group by date_trunc('month', created_at)


customer satisfaction score

Net Promoter Score (NPS)

When we talk about Net Promoter Score or NPS for brevity, we actually refer to an index that ranges from -100 to +100 and measures the willingness of a customer to recommend our product or service to others based on their answers on an 11-point scale.

According to the score they give, customers can be classified into three categories: Detractors, Passives, and Promoters.

Detractors are customers who give a score at most 6. They are not that satisfied by the product and most probably they won’t buy again. In addition, they may harm the company’s reputation with negative word of mouth.

Customers who assign score 7 or 8 are called passives. Although they appear to be quite satisfied, they can easily turn to a competitor. Generally, they remain neutral, neither encouraging nor discouraging others from choosing the same company.

Lastly, the customers who respond with grade 9 or 10 are called promoters. They are the customers who will likely remain loyal to your products or service and also highly refer to others as well.

Based on the above definitions, the NPS is calculated by subtracting the percentage of detractors from the percentage of promoters. If all surveyed customers are detractors the final NPS will be equal to -100 and if all surveyed customers are promoters the final NPS will be +100. Every other situation will yield a score between -100 and 100.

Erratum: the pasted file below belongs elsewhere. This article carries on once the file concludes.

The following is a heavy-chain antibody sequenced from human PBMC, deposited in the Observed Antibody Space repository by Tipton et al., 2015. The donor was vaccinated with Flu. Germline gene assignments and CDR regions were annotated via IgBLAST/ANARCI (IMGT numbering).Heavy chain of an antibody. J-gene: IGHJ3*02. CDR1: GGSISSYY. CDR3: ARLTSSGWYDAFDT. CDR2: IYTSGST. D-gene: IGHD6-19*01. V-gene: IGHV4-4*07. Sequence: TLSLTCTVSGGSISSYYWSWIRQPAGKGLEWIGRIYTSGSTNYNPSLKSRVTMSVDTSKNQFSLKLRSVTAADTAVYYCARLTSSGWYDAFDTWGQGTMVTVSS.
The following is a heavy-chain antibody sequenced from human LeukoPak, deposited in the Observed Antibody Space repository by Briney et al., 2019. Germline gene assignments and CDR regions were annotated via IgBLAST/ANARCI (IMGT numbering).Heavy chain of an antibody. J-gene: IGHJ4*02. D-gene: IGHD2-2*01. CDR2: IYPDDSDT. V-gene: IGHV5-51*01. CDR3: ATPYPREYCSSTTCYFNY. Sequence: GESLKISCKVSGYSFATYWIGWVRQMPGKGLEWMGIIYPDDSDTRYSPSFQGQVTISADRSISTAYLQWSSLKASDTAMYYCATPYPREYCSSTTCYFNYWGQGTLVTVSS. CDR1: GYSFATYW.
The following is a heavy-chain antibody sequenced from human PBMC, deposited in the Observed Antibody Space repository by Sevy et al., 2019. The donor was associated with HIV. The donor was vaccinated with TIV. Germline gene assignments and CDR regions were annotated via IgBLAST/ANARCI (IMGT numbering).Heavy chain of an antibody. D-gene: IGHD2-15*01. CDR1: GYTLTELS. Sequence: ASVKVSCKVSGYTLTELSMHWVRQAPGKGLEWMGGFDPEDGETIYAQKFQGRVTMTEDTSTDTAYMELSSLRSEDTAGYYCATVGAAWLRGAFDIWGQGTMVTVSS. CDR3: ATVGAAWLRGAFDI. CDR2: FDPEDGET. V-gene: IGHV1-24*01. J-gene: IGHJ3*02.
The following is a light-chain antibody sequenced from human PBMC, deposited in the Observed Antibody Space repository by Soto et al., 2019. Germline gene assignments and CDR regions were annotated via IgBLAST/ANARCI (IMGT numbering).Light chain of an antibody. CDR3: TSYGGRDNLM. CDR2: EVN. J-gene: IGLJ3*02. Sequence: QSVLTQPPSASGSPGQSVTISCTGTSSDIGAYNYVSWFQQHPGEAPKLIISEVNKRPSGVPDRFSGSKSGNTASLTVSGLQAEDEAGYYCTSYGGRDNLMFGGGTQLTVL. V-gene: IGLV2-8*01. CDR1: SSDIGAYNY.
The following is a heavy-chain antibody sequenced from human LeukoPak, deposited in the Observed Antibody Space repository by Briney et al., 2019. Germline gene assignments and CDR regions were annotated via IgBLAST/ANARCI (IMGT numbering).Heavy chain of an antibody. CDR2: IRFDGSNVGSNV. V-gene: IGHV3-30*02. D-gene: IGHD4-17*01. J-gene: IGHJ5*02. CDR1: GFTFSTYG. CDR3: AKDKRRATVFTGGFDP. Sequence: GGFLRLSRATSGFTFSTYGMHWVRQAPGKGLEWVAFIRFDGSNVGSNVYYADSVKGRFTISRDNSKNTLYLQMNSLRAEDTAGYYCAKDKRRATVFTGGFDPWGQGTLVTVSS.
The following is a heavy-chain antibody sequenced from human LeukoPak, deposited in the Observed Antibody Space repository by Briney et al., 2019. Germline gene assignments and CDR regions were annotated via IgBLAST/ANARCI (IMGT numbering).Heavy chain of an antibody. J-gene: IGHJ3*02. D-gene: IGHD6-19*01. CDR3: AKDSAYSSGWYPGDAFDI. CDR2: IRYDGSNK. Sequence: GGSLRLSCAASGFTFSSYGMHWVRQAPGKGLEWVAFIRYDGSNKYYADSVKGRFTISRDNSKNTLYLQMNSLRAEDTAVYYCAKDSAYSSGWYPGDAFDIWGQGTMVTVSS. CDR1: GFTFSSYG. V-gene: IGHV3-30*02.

Again, when using data from delighted you can very easily calculate your monthly net promoter score using the following SQL query:

select (detractors/total - promoters/total)*100 as NPS
(select count(case when score>=9 then 1 else null end)promoters,
count(case when score=7 or score=8 then 1 else null end)passive,
count(case when score<=6 then 1 else null end)detractors
count(*) as total
from delighted_responses
where date_trunc('month', created_at)=date_trunc('month', now()) )tmp

net promoter score


Since surveying customers has to do with sending emails, monitoring the bounce rate is important. Of course, a bounce may get caused by a temporary technical problem but can also be a result of an invalid, erroneous address or an address which has fallen out of use. Either way, your readers not getting the information you want can be frustrating and so monitoring the bounce rate is of significant importance.